It took until October 1, 1971, two weeks after he had accepted the Synod’s appointment, for Archbishop Afanasii to notify Protopresbyter Mikalaj Lapitzki and I. I. Kasiak in writing that he was returning as an administrator to the ROCOR Diocese of Argentina. Explaining what had happened, he stressed his lack of consent to serve in Argentina and allowed for the possibility that he might not take up his duties as an administrator. He made his acceptance of the Synod’s decision conditional on the nature of the “necessary instructions” which the First Hierarch of the ROCOR was to communicate to him. Archbishop Afanasii also reprimanded his correspondents for not yet having resolved the issue of the conditions of his transfer to the jurisdiction of the Patriarchate of Constantinople. At the same time, he noted that he was ready to leave the ROCOR only if there were arrangements in place guaranteeing that he would be able to join the GOA without impediment and would subsequently be appointed administrator of the Belarusian churches. On the assumption that he would visit New York, the Archbishop expressed his wish to visit Archbishop Iakovos of North and South America together with Protopresbyter Mikalaj in order to agree on the details of his possible transfer to the GOA (List da Lapitskaga i Kasiaka, 2005b: 376–378).

In a reply dated October 7, 1971, Protopresbyter Mikalaj Lapitzki informed Archbishop Afanasii that he would soon be visiting the administration of the American Archdiocese and asked him to send the remaining documents needed to formalize his canonical transfer to the Patriarchate of Constantinople. He explained that the delay in resolving this issue was due to the secretary of the Archdiocese, Protopresbyter George Bakopoulos, having been ill. He also informed him that Archbishop Iakovos (Coucouzis) refused to accept the Belarusian community in Australia under his omophorion because he was unwilling to interfere within the Archdiocese of Australia. Protopresbyter Mikalaj expressed his hope that the Belarusian parishes could subsequently be united under a single Belarusian bishop (List da Afanasiia, 2005n: 351).

On October 14, 1971, Protopresbyter Mikalaj Lapitzki and I. I. Kasiak visited the administration of the American Archdiocese, where they agreed on a procedure for Archbishop Afanasii to change jurisdictions. By this time, Protopresbyter Mikalaj had received a set of documents from the Archbishop certifying that he had a theology degree and had been ordained canonically. Intending to initiate the process of his transfer to the GOA, Protopresbyter Mikalaj asked him to send an appropriate request to the Patriarch of Constantinople (List da Afanasiia, 2005о: 344).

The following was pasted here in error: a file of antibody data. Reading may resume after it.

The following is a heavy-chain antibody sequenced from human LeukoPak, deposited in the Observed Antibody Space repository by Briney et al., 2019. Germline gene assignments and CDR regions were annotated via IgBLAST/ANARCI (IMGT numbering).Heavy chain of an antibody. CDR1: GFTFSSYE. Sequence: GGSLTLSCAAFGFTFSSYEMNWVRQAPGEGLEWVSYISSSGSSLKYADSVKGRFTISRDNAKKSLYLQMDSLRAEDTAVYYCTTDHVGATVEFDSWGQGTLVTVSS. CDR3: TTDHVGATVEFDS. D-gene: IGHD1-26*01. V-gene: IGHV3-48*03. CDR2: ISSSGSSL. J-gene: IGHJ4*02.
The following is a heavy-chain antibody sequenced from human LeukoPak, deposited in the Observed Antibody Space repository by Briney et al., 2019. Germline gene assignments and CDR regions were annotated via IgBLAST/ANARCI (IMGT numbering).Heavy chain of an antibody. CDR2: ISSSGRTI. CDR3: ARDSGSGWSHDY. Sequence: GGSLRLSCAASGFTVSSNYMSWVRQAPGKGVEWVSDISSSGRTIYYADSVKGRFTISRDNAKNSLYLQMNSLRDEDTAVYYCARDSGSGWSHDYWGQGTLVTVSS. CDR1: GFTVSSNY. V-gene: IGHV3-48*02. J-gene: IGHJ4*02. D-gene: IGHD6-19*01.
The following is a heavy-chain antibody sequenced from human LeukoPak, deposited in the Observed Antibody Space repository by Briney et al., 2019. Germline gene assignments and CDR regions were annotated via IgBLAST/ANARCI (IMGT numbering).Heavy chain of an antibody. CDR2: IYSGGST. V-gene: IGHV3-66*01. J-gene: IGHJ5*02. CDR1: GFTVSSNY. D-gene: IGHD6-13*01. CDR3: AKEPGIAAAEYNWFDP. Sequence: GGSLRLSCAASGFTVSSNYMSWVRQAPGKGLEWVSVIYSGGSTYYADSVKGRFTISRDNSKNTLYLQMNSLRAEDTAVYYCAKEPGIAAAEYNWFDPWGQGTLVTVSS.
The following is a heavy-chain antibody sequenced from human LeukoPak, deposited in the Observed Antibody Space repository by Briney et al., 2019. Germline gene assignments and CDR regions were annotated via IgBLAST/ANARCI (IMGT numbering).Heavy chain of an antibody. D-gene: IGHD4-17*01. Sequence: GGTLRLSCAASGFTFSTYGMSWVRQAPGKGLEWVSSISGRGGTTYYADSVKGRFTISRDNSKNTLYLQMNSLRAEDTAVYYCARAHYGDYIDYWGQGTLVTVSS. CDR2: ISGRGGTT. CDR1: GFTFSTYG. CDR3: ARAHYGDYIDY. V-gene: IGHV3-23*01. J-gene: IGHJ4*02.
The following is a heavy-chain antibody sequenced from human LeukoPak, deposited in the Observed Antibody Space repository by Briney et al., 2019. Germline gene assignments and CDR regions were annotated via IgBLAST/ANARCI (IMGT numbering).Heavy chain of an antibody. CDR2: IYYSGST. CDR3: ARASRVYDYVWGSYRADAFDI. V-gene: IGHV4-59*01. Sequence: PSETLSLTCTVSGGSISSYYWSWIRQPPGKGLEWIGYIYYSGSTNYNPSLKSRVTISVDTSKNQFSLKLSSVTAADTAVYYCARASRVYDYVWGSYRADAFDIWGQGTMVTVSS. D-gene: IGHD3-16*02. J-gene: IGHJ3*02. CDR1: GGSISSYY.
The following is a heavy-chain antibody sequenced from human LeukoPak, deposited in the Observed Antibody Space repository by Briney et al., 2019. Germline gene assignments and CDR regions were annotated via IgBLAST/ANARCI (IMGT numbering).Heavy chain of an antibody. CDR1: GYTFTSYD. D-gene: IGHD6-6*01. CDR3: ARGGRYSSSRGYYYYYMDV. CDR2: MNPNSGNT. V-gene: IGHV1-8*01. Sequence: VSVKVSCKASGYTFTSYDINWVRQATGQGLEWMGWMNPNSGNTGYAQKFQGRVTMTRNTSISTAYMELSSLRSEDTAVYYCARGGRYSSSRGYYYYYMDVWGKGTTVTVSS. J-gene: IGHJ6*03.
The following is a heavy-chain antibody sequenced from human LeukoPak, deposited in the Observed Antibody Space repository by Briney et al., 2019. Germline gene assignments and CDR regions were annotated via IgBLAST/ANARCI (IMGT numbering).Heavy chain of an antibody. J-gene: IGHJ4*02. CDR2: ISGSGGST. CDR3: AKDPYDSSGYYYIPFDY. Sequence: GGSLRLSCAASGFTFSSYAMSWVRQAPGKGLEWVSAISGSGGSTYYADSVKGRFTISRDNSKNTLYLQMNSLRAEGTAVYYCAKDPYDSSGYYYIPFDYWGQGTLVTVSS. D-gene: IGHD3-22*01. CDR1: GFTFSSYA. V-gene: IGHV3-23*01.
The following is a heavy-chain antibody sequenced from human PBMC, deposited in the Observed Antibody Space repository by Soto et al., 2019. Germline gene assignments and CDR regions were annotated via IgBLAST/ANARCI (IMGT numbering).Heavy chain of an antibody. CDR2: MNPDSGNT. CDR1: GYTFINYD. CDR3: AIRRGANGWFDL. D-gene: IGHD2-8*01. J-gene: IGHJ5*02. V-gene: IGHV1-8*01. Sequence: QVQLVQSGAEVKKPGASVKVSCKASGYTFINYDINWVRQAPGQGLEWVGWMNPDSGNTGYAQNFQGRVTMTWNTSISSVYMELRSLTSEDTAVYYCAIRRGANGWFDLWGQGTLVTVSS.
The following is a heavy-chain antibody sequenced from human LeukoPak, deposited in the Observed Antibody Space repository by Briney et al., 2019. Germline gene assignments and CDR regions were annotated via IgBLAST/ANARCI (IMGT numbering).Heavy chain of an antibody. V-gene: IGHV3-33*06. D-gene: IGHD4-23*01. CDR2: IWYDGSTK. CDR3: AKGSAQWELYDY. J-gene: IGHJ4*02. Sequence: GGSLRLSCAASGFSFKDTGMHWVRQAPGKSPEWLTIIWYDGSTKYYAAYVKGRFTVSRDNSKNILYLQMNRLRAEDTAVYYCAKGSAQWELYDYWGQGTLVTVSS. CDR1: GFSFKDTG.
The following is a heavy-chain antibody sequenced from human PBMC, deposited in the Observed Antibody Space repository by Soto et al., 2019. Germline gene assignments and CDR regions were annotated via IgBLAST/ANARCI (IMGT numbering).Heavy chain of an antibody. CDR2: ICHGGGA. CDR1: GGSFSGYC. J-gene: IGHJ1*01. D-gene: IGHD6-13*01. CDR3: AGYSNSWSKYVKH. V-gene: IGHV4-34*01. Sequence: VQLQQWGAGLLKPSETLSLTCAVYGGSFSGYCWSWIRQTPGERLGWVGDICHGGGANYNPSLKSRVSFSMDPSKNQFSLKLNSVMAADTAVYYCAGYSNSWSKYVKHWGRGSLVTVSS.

Bishop Afanasii (marked) at the ROCOR Bishop Council in Munich in 1946 (the caption of 1947 is inaccurate)

The following day—October 15, 1971—Archbishop Afanasii sent an additional set of documents to Protopresbyter Mikalaj, including an English autobiography, his Master’s diploma in theology from Warsaw University (1933), a certificate from the Faculty of the Humanities of Warsaw University documenting that he had completed studies in education (1939), and an Ukase of the ROCOR Synod of Bishops receiving him into the jurisdiction of the ROCOR (1946) along with an English translation of the same. He did not send, as requested by Protopresbyter Mikalaj, a petition to be received into the jurisdiction of the Patriarchate of Constantinople. Moreover, he said that he had lost hope that the matter of his move to the GOA could be resolved favorably and that he felt responsible for his Argentine flock, to whom he considered it his duty as a bishop to return (List da Lapitskaga, 2005о: 378–379).

On the assumption that he would be able to relinquish his duties as administrator of the ROCOR Diocese of Argentina within the next year, Archbishop Afanasii wrote in a letter to Protopresbyter Mikalaj on October 21, 1971: “I am not renouncing the Belarusian cause, but please do not rush; try to clear up my case bit by bit” (List da Lapitskaga, 2005р: 380). He believed it would be possible to write a petition to join the jurisdiction of the Ecumenical Patriarchate only if the matter were decided upon positively by the GOA with subsequent approval from Constantinople. The Archbishop said that the most acceptable arrangement would be for a Belarusian ecclesiastical body to exist within the American Archdiocese while having an autonomous status (List da Lapitskaga, 2005q: 383–384; List da Lapitskaga і Kasiaka, 2005с: 381; List da Lapitskaga і Kasiaka, 2005d: 384–385).